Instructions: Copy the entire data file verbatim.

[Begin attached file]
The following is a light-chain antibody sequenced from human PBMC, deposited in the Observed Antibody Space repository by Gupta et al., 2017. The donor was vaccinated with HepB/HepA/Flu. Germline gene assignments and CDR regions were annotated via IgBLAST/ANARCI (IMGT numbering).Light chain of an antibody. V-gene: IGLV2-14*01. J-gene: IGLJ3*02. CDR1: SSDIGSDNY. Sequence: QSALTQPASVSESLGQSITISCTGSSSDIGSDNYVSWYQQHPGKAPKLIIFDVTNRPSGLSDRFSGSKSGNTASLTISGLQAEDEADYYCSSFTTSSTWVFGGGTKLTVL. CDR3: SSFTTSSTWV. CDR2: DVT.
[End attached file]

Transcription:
The following is a light-chain antibody sequenced from human PBMC, deposited in the Observed Antibody Space repository by Gupta et al., 2017. The donor was vaccinated with HepB/HepA/Flu. Germline gene assignments and CDR regions were annotated via IgBLAST/ANARCI (IMGT numbering).Light chain of an antibody. V-gene: IGLV2-14*01. J-gene: IGLJ3*02. CDR1: SSDIGSDNY. Sequence: QSALTQPASVSESLGQSITISCTGSSSDIGSDNYVSWYQQHPGKAPKLIIFDVTNRPSGLSDRFSGSKSGNTASLTISGLQAEDEADYYCSSFTTSSTWVFGGGTKLTVL. CDR3: SSFTTSSTWV. CDR2: DVT.